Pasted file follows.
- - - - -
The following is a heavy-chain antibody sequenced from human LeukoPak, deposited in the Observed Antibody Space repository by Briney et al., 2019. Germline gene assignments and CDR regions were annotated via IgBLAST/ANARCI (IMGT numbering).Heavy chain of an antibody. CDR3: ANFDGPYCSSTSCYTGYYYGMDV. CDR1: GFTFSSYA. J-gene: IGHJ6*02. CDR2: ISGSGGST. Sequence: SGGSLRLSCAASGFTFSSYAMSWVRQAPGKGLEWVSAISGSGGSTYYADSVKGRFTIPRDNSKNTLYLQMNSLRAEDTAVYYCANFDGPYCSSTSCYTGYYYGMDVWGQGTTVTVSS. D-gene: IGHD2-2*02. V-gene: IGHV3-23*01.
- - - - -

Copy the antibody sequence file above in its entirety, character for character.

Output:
The following is a heavy-chain antibody sequenced from human LeukoPak, deposited in the Observed Antibody Space repository by Briney et al., 2019. Germline gene assignments and CDR regions were annotated via IgBLAST/ANARCI (IMGT numbering).Heavy chain of an antibody. CDR3: ANFDGPYCSSTSCYTGYYYGMDV. CDR1: GFTFSSYA. J-gene: IGHJ6*02. CDR2: ISGSGGST. Sequence: SGGSLRLSCAASGFTFSSYAMSWVRQAPGKGLEWVSAISGSGGSTYYADSVKGRFTIPRDNSKNTLYLQMNSLRAEDTAVYYCANFDGPYCSSTSCYTGYYYGMDVWGQGTTVTVSS. D-gene: IGHD2-2*02. V-gene: IGHV3-23*01.